The university has also donated space in the basement of Eric Palin Hall as a drafting room for production students, which will open soon. Drafting tables, new dance floors for studios, and new computers and equipment for production students have been funded with infrastructure money the school received a few weeks ago.

Theatre School Chair Perry Schneiderman says he’s ecstatic about the improvements. “As much as we need a new facility, we have had a major injection of support from the university,” he says. Students welcome the changes.

Second-year production student Kristina McNamee says the 60 first-year production students competed for space in one sound studio last year. “We all had class at the same time, and people in the upper years needed it too, so battling with them for time was a problem.”

Even though the new sound studio is still not enough space, she says, production students are happy to have it.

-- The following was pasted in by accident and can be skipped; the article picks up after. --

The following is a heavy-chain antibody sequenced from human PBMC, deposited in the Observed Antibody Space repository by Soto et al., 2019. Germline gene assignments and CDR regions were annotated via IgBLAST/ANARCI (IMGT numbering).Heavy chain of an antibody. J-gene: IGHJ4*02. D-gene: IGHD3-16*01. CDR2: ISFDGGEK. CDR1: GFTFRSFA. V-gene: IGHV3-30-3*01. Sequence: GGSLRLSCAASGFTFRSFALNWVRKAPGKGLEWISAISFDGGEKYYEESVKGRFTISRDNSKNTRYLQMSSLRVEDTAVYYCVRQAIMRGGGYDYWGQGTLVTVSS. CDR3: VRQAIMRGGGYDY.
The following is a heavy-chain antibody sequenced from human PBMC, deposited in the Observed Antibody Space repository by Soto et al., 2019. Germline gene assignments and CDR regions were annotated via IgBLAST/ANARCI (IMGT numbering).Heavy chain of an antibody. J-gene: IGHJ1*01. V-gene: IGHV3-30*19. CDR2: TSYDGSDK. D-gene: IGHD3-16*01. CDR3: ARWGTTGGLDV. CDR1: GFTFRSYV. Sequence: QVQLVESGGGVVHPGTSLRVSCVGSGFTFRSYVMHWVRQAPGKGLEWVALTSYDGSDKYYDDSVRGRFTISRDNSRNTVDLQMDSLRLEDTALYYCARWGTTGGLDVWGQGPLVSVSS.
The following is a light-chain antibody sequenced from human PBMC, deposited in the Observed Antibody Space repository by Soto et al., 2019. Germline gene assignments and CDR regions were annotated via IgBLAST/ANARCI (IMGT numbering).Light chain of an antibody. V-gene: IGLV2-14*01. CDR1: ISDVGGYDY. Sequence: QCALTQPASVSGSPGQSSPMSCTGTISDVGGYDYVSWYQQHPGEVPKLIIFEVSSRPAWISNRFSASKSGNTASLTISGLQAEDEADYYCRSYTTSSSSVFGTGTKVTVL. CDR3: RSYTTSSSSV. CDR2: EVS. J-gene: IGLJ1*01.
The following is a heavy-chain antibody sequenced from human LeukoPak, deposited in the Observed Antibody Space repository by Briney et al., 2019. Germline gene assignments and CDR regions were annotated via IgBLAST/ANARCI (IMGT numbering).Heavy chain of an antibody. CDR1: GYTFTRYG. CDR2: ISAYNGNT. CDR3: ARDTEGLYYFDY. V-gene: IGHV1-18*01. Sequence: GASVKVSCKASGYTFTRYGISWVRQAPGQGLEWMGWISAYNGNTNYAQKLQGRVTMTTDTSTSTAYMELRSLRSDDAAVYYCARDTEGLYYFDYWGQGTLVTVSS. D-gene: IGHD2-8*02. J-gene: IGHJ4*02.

Back in the Lloyd Studio, fourth-year dance student Sarah Yu is happy about the new dance floor that has just arrived. “The old floor has high linoleum content, so it absorbs sweat and moisture and gets slippery,” she says. “The new floor gives better traction and with bare feet it’s not as sticky.”

Yu says a lot of hip injuries resulted from the slippery floor as dancers would have to tense their muscles to keep from slipping. But the facilities are still far from ideal.

“This building doesn’t have any classrooms except a tutorial room on the third floor, and even then we move desks and use it as lab space for acting and dance-it just goes to show the extent of our lack of space,” he says.

Lack of storage space means hallways are crowded with stacks of tables and chairs and the odd overhead projector. Faculty offices are like cubbyholes, and there isn’t enough space for all faculty members to have one.

Then there are the infamous pillars that get in the way of dancers and actors. Besides the two in the Lloyd, there are four in the dance studio on the main floor. And there are two smack in the middle of the stage area of the small theatre on the second floor.

“You have to turn them into trees, lamp posts, you know,” Schneiderman says, laughing.